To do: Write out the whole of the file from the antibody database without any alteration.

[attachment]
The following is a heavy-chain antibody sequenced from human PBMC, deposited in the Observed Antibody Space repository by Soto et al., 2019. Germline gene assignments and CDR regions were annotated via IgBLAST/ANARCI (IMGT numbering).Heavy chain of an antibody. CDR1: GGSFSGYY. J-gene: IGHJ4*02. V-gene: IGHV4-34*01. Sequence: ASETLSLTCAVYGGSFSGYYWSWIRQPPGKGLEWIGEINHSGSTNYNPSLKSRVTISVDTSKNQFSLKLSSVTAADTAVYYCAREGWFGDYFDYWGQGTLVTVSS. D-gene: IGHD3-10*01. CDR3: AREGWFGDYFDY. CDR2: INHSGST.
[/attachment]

The following is a heavy-chain antibody sequenced from human PBMC, deposited in the Observed Antibody Space repository by Soto et al., 2019. Germline gene assignments and CDR regions were annotated via IgBLAST/ANARCI (IMGT numbering).Heavy chain of an antibody. CDR1: GGSFSGYY. J-gene: IGHJ4*02. V-gene: IGHV4-34*01. Sequence: ASETLSLTCAVYGGSFSGYYWSWIRQPPGKGLEWIGEINHSGSTNYNPSLKSRVTISVDTSKNQFSLKLSSVTAADTAVYYCAREGWFGDYFDYWGQGTLVTVSS. D-gene: IGHD3-10*01. CDR3: AREGWFGDYFDY. CDR2: INHSGST.